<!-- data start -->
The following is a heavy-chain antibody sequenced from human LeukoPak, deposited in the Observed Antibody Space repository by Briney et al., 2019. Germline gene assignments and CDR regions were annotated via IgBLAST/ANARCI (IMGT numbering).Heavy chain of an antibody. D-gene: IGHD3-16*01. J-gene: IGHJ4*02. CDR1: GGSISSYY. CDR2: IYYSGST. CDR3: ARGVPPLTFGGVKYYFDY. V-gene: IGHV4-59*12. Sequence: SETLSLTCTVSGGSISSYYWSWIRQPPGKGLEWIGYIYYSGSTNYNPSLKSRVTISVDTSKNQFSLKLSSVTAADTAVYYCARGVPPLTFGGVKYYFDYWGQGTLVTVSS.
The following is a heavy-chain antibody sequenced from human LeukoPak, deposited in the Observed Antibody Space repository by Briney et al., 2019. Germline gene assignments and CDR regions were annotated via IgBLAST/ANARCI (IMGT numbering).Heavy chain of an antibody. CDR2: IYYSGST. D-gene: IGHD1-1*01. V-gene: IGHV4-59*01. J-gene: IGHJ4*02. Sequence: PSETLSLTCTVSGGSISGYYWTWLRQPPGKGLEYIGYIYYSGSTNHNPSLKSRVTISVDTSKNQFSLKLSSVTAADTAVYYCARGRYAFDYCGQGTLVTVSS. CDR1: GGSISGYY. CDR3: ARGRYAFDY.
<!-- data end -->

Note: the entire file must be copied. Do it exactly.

The following is a heavy-chain antibody sequenced from human LeukoPak, deposited in the Observed Antibody Space repository by Briney et al., 2019. Germline gene assignments and CDR regions were annotated via IgBLAST/ANARCI (IMGT numbering).Heavy chain of an antibody. D-gene: IGHD3-16*01. J-gene: IGHJ4*02. CDR1: GGSISSYY. CDR2: IYYSGST. CDR3: ARGVPPLTFGGVKYYFDY. V-gene: IGHV4-59*12. Sequence: SETLSLTCTVSGGSISSYYWSWIRQPPGKGLEWIGYIYYSGSTNYNPSLKSRVTISVDTSKNQFSLKLSSVTAADTAVYYCARGVPPLTFGGVKYYFDYWGQGTLVTVSS.
The following is a heavy-chain antibody sequenced from human LeukoPak, deposited in the Observed Antibody Space repository by Briney et al., 2019. Germline gene assignments and CDR regions were annotated via IgBLAST/ANARCI (IMGT numbering).Heavy chain of an antibody. CDR2: IYYSGST. D-gene: IGHD1-1*01. V-gene: IGHV4-59*01. J-gene: IGHJ4*02. Sequence: PSETLSLTCTVSGGSISGYYWTWLRQPPGKGLEYIGYIYYSGSTNHNPSLKSRVTISVDTSKNQFSLKLSSVTAADTAVYYCARGRYAFDYCGQGTLVTVSS. CDR1: GGSISGYY. CDR3: ARGRYAFDY.